The literature provides several studies on the effects of cocaine when exposed to the fetus. However, the majority of these data comes from animal models.
The objective of this study is to present socio-demographic and clinical data in crack-cocaine using pregnant women and their babies, as compared to non-users.
Cross-sectional study, comprised by 56 dyads of crack-cocaine using mothers-babies and 89 control dyads. In addition to the socio-demographic data and the babies’ information, data collection was based on ABIPEMI for socioeconomic level, WAIS for IQ, MINI for psychopathology and ASSIST for drug use.
Most crack users, in comparison to non-users, did not have a partner (10.52% vs 4.4%, P = 0.001) and presented lower IQ (78.15, +/-8.07 vs 84.27 +/- 9.87; P = 0.002). The prevalence of antisocial personality disorder and suicide risk in users was higher than in non-users (24.44% vs none, P < 0.001; 28.26% vs 10.46% P = 0.01). Most of the users did not participate in prenatal care (75%). The babies that the crack-cocaine using mothers gave birth to weighed significantly less than the controls (2.858 g vs 3.240 g, P = 0.002).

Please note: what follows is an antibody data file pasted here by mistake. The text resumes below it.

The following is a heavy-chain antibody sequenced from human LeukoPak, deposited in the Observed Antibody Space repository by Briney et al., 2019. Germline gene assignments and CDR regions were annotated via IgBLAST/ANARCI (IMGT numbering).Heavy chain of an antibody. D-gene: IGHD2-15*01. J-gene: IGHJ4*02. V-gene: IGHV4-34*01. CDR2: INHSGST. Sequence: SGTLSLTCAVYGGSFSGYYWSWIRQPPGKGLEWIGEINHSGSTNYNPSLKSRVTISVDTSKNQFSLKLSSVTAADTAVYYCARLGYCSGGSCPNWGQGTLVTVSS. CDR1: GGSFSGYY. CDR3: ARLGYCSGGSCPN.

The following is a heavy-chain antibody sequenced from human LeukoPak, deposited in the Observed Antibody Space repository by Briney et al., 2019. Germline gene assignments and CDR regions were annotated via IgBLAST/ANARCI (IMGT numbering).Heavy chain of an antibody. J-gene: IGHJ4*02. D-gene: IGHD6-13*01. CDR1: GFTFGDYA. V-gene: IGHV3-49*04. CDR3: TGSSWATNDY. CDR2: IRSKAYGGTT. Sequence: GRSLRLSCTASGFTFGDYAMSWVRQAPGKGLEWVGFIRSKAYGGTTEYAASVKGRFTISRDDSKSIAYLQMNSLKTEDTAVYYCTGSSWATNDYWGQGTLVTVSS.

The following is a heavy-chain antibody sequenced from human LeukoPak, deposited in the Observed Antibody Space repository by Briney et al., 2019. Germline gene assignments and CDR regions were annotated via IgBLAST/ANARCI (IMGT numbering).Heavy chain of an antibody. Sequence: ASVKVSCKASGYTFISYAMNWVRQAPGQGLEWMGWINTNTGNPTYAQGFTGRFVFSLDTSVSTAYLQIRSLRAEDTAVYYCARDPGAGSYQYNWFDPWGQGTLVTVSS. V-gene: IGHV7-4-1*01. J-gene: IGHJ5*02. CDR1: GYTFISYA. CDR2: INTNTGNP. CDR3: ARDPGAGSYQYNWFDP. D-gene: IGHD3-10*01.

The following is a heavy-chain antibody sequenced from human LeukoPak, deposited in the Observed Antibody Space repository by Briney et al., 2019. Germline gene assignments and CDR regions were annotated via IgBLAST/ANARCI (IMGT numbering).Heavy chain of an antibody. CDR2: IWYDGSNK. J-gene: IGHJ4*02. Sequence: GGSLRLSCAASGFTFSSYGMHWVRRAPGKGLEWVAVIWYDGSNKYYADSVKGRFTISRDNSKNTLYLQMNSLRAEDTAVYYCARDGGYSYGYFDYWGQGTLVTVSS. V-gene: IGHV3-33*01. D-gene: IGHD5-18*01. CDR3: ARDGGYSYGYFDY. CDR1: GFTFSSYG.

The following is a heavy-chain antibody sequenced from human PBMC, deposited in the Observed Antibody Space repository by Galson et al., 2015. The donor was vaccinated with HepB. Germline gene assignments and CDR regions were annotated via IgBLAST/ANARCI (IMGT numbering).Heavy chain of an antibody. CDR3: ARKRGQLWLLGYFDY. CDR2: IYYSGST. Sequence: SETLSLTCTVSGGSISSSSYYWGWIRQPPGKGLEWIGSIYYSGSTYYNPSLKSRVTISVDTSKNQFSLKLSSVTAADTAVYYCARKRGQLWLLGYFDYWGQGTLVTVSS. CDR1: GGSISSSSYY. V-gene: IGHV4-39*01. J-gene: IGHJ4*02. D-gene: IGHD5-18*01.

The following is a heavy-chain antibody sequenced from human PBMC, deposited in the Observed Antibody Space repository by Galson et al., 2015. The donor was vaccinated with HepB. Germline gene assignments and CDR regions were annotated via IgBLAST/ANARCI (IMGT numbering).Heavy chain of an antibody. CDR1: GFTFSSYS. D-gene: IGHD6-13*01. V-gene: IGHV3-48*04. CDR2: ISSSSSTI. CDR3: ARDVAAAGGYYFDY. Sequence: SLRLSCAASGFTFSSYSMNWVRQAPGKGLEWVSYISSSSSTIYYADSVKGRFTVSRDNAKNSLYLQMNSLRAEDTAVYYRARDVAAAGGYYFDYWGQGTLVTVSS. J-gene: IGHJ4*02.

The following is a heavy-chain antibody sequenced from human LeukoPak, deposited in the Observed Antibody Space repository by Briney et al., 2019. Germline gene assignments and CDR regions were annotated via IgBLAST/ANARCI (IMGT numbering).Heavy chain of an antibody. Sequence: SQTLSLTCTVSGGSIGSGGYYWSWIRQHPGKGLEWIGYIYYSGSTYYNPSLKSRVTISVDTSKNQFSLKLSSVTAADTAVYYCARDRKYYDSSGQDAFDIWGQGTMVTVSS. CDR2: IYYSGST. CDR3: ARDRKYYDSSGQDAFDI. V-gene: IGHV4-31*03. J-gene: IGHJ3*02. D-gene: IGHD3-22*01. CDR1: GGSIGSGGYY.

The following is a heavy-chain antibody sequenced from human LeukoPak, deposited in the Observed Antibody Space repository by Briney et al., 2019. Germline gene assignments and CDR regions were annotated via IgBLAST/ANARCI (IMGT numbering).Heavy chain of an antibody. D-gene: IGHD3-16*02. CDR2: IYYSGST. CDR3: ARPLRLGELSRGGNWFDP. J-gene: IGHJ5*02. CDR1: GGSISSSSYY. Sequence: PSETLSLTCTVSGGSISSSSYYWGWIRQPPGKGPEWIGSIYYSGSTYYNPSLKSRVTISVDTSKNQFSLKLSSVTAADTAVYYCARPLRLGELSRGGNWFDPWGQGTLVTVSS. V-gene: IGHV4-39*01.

Users had a higher degree of psychopathology and lower attendance in prenatal care. There was an overlap of adverse factors, both for exposed mothers and babies. The sum of these vulnerabilities could result in significant harm to the developing infant.
Pregnant women; postpartum period; crack cocaine; psychopathology; infant